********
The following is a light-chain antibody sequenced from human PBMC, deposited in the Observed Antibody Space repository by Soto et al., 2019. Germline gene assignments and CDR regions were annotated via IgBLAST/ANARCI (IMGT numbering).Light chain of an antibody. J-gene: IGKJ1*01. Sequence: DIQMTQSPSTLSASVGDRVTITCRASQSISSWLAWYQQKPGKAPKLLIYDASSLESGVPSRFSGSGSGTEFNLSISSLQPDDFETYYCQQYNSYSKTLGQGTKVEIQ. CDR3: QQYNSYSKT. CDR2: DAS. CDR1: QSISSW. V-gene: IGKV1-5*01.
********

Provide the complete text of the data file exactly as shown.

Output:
The following is a light-chain antibody sequenced from human PBMC, deposited in the Observed Antibody Space repository by Soto et al., 2019. Germline gene assignments and CDR regions were annotated via IgBLAST/ANARCI (IMGT numbering).Light chain of an antibody. J-gene: IGKJ1*01. Sequence: DIQMTQSPSTLSASVGDRVTITCRASQSISSWLAWYQQKPGKAPKLLIYDASSLESGVPSRFSGSGSGTEFNLSISSLQPDDFETYYCQQYNSYSKTLGQGTKVEIQ. CDR3: QQYNSYSKT. CDR2: DAS. CDR1: QSISSW. V-gene: IGKV1-5*01.